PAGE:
Close to the pulse of the city, yet cloaked in a calm, the Signau House and Garden invites guests to glimpse Zurich’s architectural heritage during a stay at the boutique hotel, perched on a hill in the city’s district of Riesbach-Seefeld.
Set in a 1912-built patrician villa, the building was renovated to the highest standard in 2018, and now offers visitors to Zurich an elegant home away from home. Travelers seeking more space, discretion and charm than a traditional hotel will find a tranquility in this boutique ten room villa, restored to honor its original early 20th century character. Cozy and full of character, it embodies the restrained brand of luxury for which the Swiss are known.
“I always used to say to my husband that one day I’d like to have a bed and breakfast in the city,” says Gré-Gré Stocker Preiss, co-owner of the hotel. “We used to travel a lot, but at some point, with work and a child, you can’t travel as much anymore. So instead we thought we’d host guests to let the international experiences come to us.” When, in 2014, the property beside her husband’s childhood home was listed on the market, the couple took it as a sign that their dream of starting a bed and breakfast was meant to be.
Built in 1912, during the epoch of Jugendstil, a branch of Art Nouveau, the architecture is atypical for its time—more in the direction of classic English country house, and “a little more sober than what was in fashion,” Stocker Preiss notes. Responsible for its redesign was the prestigious Zurich architecture firm Edelaar Mosayebi Inderbitzin, whose trademark style can be found throughout the city’s villa district, and who worked on Bahnhofstrasse and an iconic hotel in the mountains. The house initially served as a private residence for the Syz family. When the children grew up and left home, it was eventually rented out to Universal Studios, who turned it into offices and installed a cinema in the basement. Premier film screenings were regularly held there, attracting the who’s who of 20th century Hollywood to the premises. “Martin Scorsese, Roger Moore and many other great names came through,” Stocker Preiss says.
When Edelaar Mosayebi Inderbitzin embarked on the restoration, the priority was to restore and preserve the house’s original character, and to fit it out with every contemporary comfort, to allow guests from around the world to feel at ease during a stay. This involved peeling back the layers of change that had been made during the ’60s and ’70s—not all of which added value. “The windows in the winter garden had been done in cheap plastic window frames,” Stocker Preiss says. The architects found the house’s original hand-drawn designs in the city archives, and reconstructed the frames from wood as the plans intended. The parquet floors, stucco ceilings, metal grille doors were also restored to their former glory, as were original details such stone fireplaces and brass lampshades. A color expert was enlisted to examine the house’s former palette, uncovering its original wallpaper in the process.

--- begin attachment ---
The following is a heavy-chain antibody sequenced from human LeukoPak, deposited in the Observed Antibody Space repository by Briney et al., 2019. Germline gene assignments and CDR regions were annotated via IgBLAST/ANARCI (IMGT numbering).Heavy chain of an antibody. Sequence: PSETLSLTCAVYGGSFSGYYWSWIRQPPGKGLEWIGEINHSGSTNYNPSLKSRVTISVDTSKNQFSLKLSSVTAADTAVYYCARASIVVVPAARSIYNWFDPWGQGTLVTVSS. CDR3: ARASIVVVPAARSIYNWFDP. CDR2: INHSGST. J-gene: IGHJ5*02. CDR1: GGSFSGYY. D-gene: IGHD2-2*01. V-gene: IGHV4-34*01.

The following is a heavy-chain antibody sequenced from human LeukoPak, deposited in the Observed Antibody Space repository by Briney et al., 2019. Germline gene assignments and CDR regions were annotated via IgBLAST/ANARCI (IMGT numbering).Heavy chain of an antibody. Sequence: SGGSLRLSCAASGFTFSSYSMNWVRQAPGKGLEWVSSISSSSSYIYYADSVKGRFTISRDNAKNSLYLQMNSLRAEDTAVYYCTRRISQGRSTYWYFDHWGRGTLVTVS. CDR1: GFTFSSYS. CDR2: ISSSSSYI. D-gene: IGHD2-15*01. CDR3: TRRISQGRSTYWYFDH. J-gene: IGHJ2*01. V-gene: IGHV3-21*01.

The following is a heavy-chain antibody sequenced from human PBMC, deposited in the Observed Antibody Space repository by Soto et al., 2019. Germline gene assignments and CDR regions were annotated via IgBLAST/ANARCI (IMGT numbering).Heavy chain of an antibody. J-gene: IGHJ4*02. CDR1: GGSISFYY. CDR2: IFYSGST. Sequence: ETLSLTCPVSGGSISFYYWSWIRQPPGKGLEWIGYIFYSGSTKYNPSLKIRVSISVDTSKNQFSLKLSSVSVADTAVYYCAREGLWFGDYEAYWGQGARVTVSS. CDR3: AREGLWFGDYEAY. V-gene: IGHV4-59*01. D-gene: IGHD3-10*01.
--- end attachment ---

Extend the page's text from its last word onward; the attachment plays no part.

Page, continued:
“We decided not to work with an interior designer, as they often have their own distinctive character”, Stocker Preiss explains. “Instead, we decided to try and take care of it ourselves, and let it grow organically—just like a private house would.” Step by step, they introduced thoughtfully-chosen elements: Plush carpets, a few artworks hung in the St. Petersburg style, antique furniture pieces in the living rooms. Each bedroom is unique, done in a different color and finished with a subtle flourish. Outside, an expansive English lawn is framed by flowerbeds, an ornate pagoda and a small pond on which delicate pink Fröbeli water lilies float—a rare species named in tribute of the house’s original garden designer, Otto Fröbel.
In summer, guests are invited to enjoy the spacious garden, taking traditional Swiss breakfast on the terrace over the morning paper in the crisp sunshine. In winter, they can recline on a chaise lounge in the warmth of a crackling fire, whisky in hand—or watch a classic in the 25-seat cinema. Plans for a film club with twice-monthly screenings, also open to non-guests, are in the works. And when the mood strikes to venture beyond this oasis, the vibrant offerings of the surrounding neighborhood of Riesbach-Seefeld, with its plentiful restaurants, bars and galleries, not to mention the shores of Lake Zurich, are right on the hotel’s doorstep.